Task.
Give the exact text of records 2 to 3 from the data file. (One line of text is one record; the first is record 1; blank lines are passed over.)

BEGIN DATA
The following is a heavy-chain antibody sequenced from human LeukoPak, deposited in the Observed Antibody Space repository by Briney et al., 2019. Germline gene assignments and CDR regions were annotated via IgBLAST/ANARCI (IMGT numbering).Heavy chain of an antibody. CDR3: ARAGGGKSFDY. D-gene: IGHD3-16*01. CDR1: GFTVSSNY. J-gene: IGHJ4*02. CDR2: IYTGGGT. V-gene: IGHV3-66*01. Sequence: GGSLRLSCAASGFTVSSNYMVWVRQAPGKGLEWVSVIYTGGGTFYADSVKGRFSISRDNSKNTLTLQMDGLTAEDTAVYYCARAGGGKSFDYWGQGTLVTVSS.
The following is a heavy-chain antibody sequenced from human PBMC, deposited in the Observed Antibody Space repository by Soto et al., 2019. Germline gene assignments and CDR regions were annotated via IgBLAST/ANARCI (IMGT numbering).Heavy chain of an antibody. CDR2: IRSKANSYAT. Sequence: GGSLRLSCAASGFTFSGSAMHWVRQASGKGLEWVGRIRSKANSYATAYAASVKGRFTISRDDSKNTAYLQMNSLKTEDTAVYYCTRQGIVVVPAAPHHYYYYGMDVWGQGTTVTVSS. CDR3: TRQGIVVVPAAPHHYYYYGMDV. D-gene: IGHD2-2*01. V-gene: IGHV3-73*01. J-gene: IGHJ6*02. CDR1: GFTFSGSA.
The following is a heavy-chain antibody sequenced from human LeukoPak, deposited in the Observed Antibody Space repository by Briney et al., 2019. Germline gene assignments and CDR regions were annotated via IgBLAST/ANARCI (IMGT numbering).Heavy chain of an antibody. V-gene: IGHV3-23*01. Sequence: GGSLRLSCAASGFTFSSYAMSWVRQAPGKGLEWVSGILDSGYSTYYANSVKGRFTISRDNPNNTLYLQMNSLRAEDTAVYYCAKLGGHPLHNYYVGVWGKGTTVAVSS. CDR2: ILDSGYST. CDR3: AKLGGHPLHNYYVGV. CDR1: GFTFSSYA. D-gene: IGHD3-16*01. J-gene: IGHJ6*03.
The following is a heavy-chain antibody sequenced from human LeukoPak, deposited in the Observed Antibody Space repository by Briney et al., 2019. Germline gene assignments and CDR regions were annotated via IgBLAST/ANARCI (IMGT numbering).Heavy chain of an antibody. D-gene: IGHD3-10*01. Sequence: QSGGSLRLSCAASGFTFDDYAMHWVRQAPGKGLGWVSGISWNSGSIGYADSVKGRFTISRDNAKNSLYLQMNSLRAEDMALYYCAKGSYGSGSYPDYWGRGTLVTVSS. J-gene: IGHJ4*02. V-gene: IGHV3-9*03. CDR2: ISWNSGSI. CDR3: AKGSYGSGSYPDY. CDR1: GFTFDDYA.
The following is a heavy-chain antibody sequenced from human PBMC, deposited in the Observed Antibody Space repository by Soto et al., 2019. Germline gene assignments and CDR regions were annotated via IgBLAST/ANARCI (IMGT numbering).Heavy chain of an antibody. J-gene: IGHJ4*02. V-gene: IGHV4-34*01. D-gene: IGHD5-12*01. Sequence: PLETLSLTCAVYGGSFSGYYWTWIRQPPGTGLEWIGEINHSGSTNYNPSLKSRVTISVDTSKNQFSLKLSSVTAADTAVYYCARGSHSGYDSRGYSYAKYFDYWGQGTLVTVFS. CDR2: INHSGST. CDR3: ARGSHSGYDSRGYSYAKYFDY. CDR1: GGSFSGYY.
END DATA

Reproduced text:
The following is a heavy-chain antibody sequenced from human PBMC, deposited in the Observed Antibody Space repository by Soto et al., 2019. Germline gene assignments and CDR regions were annotated via IgBLAST/ANARCI (IMGT numbering).Heavy chain of an antibody. CDR2: IRSKANSYAT. Sequence: GGSLRLSCAASGFTFSGSAMHWVRQASGKGLEWVGRIRSKANSYATAYAASVKGRFTISRDDSKNTAYLQMNSLKTEDTAVYYCTRQGIVVVPAAPHHYYYYGMDVWGQGTTVTVSS. CDR3: TRQGIVVVPAAPHHYYYYGMDV. D-gene: IGHD2-2*01. V-gene: IGHV3-73*01. J-gene: IGHJ6*02. CDR1: GFTFSGSA.
The following is a heavy-chain antibody sequenced from human LeukoPak, deposited in the Observed Antibody Space repository by Briney et al., 2019. Germline gene assignments and CDR regions were annotated via IgBLAST/ANARCI (IMGT numbering).Heavy chain of an antibody. V-gene: IGHV3-23*01. Sequence: GGSLRLSCAASGFTFSSYAMSWVRQAPGKGLEWVSGILDSGYSTYYANSVKGRFTISRDNPNNTLYLQMNSLRAEDTAVYYCAKLGGHPLHNYYVGVWGKGTTVAVSS. CDR2: ILDSGYST. CDR3: AKLGGHPLHNYYVGV. CDR1: GFTFSSYA. D-gene: IGHD3-16*01. J-gene: IGHJ6*03.